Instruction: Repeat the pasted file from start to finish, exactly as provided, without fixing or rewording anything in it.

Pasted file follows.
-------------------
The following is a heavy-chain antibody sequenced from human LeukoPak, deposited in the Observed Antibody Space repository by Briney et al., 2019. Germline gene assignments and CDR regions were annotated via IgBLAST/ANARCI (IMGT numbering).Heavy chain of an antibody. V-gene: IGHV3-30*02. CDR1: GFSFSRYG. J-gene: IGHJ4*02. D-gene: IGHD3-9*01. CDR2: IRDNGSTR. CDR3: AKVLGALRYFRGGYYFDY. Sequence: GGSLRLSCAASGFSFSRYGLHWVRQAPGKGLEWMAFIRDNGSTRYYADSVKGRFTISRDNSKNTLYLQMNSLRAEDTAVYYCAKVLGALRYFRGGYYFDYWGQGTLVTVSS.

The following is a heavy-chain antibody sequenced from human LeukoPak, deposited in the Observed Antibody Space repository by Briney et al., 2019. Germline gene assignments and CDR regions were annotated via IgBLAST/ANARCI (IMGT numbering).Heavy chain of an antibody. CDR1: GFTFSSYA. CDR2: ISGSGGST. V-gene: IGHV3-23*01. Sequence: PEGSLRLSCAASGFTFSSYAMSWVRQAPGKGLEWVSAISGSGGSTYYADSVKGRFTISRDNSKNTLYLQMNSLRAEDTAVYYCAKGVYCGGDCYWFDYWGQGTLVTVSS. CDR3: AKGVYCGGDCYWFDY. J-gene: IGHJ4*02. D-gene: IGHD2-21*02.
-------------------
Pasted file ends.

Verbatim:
The following is a heavy-chain antibody sequenced from human LeukoPak, deposited in the Observed Antibody Space repository by Briney et al., 2019. Germline gene assignments and CDR regions were annotated via IgBLAST/ANARCI (IMGT numbering).Heavy chain of an antibody. V-gene: IGHV3-30*02. CDR1: GFSFSRYG. J-gene: IGHJ4*02. D-gene: IGHD3-9*01. CDR2: IRDNGSTR. CDR3: AKVLGALRYFRGGYYFDY. Sequence: GGSLRLSCAASGFSFSRYGLHWVRQAPGKGLEWMAFIRDNGSTRYYADSVKGRFTISRDNSKNTLYLQMNSLRAEDTAVYYCAKVLGALRYFRGGYYFDYWGQGTLVTVSS.

The following is a heavy-chain antibody sequenced from human LeukoPak, deposited in the Observed Antibody Space repository by Briney et al., 2019. Germline gene assignments and CDR regions were annotated via IgBLAST/ANARCI (IMGT numbering).Heavy chain of an antibody. CDR1: GFTFSSYA. CDR2: ISGSGGST. V-gene: IGHV3-23*01. Sequence: PEGSLRLSCAASGFTFSSYAMSWVRQAPGKGLEWVSAISGSGGSTYYADSVKGRFTISRDNSKNTLYLQMNSLRAEDTAVYYCAKGVYCGGDCYWFDYWGQGTLVTVSS. CDR3: AKGVYCGGDCYWFDY. J-gene: IGHJ4*02. D-gene: IGHD2-21*02.